2. An editor is your best friend. You may think your blog post is comparable to a Pulitzer Prize winning article, but guess what? It probably is not, at least when it comes to grammar and punctuation and other such errors. Even Thomas Friedman needs a fresh pair of eyes to look over his award winning pieces for the New York Times; no one is perfect on the first try. In the case of anime/manga bloggers, it's not only structural details but facts that need checking; you don't want to be that blogger who, in a rather large piece on TYPE-MOON's works, wrote that their most popular title has been "Fae Stay Moon" starring the "Servile Saver". 

If you can, find someone to look over your more major blog pieces. If they are educated on the subject at hand and can spot logical fallacies/incoherent data whoopsies, even better. If you can't, Spellcheck is your friend - but for goodness' sake, don't rely on it. When in doubt, visit Purdue University's online writing lab, an invaluable tool for anyone who writes anything. If you are friends with one of your English professors (and you are cool with them looking at the material you blog about), hit them up for a critique. Personally, I've found that professors love seeing how you apply their lessons to out-of-class applications - even if you're not currently their student.

1. Don't be typical, be extraordinary. Anyone can write an episode review of the latest anime season. It takes a crafty mind to take that typical season post and turn it into something truly unique. If pretty much everyone is covering Show A of the fall season, be the one blog that is covering Show Z on a regular basis. See: the fact that I'm one of very few anime blogs regularly covering Naka Imo/Who Is Imouto, while everyone else is focusing their energies on shows like Sword Art Online and Humanity Has Declined. See also: Organization Anti-Social Geniuses, the only animanga blog doing regular coverage of the Shonen Jump Alpha manga series Barrage. If you can get your blog noticed from the hundreds of animanga blogs out there on the Intertubes, you are doing it right.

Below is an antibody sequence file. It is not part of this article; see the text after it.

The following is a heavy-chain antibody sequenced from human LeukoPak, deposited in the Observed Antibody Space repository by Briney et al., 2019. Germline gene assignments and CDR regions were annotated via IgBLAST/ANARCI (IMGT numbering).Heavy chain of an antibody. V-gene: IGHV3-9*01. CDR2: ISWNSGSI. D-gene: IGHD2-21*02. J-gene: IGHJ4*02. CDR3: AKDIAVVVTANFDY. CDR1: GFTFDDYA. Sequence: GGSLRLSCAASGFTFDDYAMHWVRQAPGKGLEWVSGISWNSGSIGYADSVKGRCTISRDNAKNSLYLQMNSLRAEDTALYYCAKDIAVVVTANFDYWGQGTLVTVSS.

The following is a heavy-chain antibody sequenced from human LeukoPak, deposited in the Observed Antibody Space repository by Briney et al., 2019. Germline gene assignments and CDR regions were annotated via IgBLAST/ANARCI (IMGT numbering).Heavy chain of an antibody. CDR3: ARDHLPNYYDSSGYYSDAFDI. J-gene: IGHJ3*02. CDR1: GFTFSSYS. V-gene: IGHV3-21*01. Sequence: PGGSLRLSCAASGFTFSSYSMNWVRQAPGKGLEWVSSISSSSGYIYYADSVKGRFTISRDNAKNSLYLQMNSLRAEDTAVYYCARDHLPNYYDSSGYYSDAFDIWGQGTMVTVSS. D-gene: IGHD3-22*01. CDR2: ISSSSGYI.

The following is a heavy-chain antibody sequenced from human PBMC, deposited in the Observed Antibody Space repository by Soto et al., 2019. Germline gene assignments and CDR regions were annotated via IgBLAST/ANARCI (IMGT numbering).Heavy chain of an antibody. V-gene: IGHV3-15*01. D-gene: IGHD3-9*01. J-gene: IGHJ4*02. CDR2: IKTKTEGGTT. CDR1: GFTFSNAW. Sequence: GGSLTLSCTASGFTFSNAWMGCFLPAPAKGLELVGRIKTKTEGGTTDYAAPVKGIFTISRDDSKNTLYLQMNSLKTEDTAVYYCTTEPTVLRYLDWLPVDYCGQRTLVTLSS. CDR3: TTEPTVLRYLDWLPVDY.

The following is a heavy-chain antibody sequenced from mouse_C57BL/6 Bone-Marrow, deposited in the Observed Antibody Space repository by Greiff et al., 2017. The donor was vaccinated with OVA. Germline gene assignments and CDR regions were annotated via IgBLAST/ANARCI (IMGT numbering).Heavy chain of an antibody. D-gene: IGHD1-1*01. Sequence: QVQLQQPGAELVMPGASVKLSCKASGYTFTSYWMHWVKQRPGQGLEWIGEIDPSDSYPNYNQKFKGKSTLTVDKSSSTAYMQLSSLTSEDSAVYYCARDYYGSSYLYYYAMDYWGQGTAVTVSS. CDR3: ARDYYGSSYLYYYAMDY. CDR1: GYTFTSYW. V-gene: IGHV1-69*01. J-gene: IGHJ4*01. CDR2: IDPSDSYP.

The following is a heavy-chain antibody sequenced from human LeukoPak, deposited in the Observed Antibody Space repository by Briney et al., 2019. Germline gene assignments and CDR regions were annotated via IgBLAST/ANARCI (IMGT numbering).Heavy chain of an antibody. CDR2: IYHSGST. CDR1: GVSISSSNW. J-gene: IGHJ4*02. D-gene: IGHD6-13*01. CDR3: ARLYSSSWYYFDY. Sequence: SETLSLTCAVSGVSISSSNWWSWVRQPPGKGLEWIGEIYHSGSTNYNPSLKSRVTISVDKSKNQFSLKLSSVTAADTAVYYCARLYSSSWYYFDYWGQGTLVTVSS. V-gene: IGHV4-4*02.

But most important of all, blog about what you want to blog about. Being an independent anime/manga blogger is fundamentally different from working in a formal journalist environment because you don't have stories assigned to you and any deadlines are pretty much self-assigned. Sure, some stories just beg to be covered even if you may not think they are so interesting (Tokyopop's return, the fall of Geneon, Media Blasters' laying off of 60% of its workers, etc.) but for the most part, you make your own topic schedule. If you want to cover exclusively something like visual novels or eroges or josei manga or anime OVAs or Macross, you do that. As long as you are enjoying yourself, everything else will follow.

For more information on the Society of Professional Journalists, you can visit their website. Feel free to comment with some of the things you've learned that apply to anime blogging; the more non-conventional the source, the better!

1 comment:

Justin said...

*Notices you have two references to the site* *one of them has something to do with interviews* Somehow, I see this as a sign...that I need to get back to doing that :D

(Thanks for the linking :3)